Killer Karen Walsh has lodged an appeal against her conviction for the murder of an elderly grandmother, it can be revealed.
Last month the pharmacist was told she must serve a minimum of 20 years in prison for the murder of her Newry neighbour Maire Rankin (81) on Christmas morning three years ago.
The sentence handed down to Walsh is one of the longest minimum jail terms for a female killer in Northern Ireland.
Walsh, a married mother-of-one, has now lodged an appeal against both her conviction and sentence. The full grounds of her appeal, lodged late last week, are not yet known.
But the prospect of an appeal was raised at her trial where she protested her innocence, even as the unanimous jury verdict was handed down.
Walsh, who is in receipt of free legal aid, changed her legal team on four occasions for her defence and it is understood she may have instructed a new legal team for her appeal.
The murder of Mrs Rankin, a widowed mother-of-eight, was one of the most gruesome in Northern Ireland in recent years.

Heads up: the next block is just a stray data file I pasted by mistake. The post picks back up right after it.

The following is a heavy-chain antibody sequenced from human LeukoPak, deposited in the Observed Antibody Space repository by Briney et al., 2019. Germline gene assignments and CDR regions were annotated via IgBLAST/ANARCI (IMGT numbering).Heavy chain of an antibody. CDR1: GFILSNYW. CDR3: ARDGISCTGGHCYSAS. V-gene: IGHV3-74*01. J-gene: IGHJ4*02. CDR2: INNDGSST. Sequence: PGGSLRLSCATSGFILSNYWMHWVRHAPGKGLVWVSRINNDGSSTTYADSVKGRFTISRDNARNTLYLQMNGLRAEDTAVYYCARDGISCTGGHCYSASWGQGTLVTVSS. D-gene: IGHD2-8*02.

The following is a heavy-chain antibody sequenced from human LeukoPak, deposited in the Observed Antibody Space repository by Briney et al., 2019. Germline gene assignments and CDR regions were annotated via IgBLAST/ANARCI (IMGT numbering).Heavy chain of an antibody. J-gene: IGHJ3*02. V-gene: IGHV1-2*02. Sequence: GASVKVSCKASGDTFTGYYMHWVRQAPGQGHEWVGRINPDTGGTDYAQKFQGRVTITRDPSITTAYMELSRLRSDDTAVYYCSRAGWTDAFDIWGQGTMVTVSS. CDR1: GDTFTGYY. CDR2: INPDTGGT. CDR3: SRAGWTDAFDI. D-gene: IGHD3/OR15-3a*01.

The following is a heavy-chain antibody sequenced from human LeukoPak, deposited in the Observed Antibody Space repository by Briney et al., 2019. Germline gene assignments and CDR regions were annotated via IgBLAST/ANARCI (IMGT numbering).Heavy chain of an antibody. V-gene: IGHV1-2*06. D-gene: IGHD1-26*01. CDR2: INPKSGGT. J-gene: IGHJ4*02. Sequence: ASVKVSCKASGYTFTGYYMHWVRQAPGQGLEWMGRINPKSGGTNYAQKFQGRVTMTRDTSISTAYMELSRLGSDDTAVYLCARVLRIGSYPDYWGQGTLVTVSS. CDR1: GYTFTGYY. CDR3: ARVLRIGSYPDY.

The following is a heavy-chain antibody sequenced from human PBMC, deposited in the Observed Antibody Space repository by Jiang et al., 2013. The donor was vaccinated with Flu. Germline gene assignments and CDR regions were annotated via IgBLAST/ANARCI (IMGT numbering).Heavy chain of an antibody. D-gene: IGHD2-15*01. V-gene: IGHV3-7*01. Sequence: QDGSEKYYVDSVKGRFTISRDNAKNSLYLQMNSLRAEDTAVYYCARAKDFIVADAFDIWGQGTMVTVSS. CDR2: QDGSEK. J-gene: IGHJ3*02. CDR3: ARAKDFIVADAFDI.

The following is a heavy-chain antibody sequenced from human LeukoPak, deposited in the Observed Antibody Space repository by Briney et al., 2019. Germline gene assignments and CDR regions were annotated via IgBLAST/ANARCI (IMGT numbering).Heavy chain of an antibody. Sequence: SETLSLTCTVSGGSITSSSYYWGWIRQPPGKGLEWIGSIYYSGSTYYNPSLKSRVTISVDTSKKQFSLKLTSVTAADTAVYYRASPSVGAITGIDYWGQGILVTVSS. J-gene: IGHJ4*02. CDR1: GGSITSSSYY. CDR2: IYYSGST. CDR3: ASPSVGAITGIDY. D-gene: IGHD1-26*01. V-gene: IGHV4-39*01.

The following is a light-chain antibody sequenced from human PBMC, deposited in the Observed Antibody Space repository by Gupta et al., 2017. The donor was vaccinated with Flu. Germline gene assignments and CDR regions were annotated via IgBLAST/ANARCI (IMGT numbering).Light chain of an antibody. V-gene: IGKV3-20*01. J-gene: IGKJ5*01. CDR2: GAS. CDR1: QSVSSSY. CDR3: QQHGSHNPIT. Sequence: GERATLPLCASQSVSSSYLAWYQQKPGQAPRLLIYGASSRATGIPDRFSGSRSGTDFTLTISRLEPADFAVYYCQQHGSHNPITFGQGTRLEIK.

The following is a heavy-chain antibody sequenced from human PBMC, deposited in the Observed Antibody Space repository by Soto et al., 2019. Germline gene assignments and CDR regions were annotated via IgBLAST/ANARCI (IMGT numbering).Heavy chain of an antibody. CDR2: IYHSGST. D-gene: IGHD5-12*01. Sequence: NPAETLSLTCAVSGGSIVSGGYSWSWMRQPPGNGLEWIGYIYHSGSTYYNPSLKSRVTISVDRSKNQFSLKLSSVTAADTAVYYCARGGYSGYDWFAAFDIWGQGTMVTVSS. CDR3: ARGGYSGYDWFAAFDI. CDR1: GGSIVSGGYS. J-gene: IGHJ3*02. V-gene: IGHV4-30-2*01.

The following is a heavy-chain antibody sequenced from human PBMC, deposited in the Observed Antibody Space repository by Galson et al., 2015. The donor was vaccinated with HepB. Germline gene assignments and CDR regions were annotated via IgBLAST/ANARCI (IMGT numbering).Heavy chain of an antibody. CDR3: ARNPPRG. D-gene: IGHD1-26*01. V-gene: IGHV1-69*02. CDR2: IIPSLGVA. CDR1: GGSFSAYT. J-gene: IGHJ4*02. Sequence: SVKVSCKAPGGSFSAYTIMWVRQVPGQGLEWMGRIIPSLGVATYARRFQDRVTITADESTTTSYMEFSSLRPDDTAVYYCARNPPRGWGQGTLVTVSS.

The jury had heard that Walsh, who drank a litre bottle of vodka in Mrs Rankin's house, physically and sexually assaulted the pensioner with a crucifix that had been hanging on the wall.
There was a mark of the crown of thorns from the cross, which had been bought as a wedding present, on Mrs Rankin's chin.
Walsh was told last month she must serve at least 20 years in prison before being considered for parole. Sentencing her, Mr Justice Hart said she had inflicted a brutal and sustained assault on a frail and vulnerable pensioner. Maire Rankin was found in her house in Newry on Christmas Day in 2008. She had been beaten with a crucifix and sexually assaulted.